Knowing our level on the social ladder is an ancient trait — but the ladder doesn’t have to be extremely high.
You might have heard of ‘that lobster’ by now — it plays a central part in Jordan Peterson’s book, ‘12 Rules for Life: An Antidote to Chaos’. Peterson starts off his ‘Rule 1’ by discussing lobsters and territory. Lobsters fight for territory — and this results in winners and losers. There are significant consequences for defeated lobsters — their chemistry and brain changes, they lose confidence, and even their posture reflects their lowly social status.
Peterson’s lobster seems to have taken on a life of it’s own, with Jordan being ridiculed for having a “fixation” on lobsters, by drawing “laughable” comparisons between human hierarchical structures and those of lobsters, but, trumping all that…. the lobster ending up on T-shirts.
As a scientist with a biological/palaeontological bent, I think I ‘got’ the lobster thing immediately. The smart move that Peterson made was to identify a creature that demonstrated dominance hierarchy behaviour — and which branched off from us in an evolutionary sense (lobsters are arthropods), a long, long time back. By highlighting dominance hierarchy on such a deep branch of the evolutionary tree, Peterson is implying that stressing about one’s position in the social hierarchy goes back a long way.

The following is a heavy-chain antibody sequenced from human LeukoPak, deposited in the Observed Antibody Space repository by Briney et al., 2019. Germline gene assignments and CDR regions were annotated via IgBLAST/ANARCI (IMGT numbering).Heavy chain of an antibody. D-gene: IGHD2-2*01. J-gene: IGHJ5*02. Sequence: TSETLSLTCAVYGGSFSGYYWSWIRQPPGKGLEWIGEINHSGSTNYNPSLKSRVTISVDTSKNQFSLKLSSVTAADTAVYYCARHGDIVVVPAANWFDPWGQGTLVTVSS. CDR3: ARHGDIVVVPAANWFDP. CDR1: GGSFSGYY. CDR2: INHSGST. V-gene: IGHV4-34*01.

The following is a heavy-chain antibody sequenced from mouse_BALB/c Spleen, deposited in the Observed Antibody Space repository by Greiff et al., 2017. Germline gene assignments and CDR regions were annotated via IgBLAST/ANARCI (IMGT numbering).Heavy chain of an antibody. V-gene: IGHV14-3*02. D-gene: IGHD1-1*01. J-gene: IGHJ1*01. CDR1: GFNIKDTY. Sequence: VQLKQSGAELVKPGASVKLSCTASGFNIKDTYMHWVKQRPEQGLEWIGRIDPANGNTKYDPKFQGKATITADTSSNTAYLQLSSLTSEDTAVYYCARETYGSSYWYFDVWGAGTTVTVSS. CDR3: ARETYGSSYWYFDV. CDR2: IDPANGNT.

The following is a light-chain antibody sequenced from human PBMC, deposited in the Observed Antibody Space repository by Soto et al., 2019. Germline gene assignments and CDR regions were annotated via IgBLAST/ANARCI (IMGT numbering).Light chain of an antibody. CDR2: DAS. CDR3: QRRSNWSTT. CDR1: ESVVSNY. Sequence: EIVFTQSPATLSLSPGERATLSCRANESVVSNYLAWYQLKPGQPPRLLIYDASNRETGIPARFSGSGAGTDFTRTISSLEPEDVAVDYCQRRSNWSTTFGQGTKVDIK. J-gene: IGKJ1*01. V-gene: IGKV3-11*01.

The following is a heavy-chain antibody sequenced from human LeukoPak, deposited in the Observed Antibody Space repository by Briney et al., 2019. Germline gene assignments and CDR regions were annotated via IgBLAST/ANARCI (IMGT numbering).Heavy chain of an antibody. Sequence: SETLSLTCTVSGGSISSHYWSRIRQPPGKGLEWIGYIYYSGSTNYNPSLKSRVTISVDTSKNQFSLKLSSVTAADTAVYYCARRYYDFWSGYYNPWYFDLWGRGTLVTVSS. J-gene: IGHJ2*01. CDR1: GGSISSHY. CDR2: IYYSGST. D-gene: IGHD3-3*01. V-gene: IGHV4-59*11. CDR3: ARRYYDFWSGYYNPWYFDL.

Lobsters themselves go back 350 million years or so (and I’m delighted to see that the first-author on the paper Peterson cites for this, Bracken-Grissom et al, 2014, was in one of my classes at the University of Queensland back in 2000*. Way to go Heather!). We can imagine that trilobites, a hundred million or more years earlier, were involved with social status too.
The precise details of the dominance behaviour are likely irrelevant in that broader context. Jordan’s point is that one can infer that such behaviour — keeping a close eye on your position in a social hierarchy, was present in whatever common ancestor we humans have, with the lobsters, and from there on down to us. Dominance behaviour has been around for so many millions of years that it can be regarded as a sort of fundamental.
Peterson uses this struggle for social dominance as background for his Rule #1: ‘Stand up straight with your shoulders back’. The connection is, as far as I can tell — that by projecting an image of yourself as a winner, not a loser, you’re at least part way there. Science shows that your serotonin levels will increase, making you feel better, and people will start treating you as someone higher up the social ladder, and perhaps higher than them.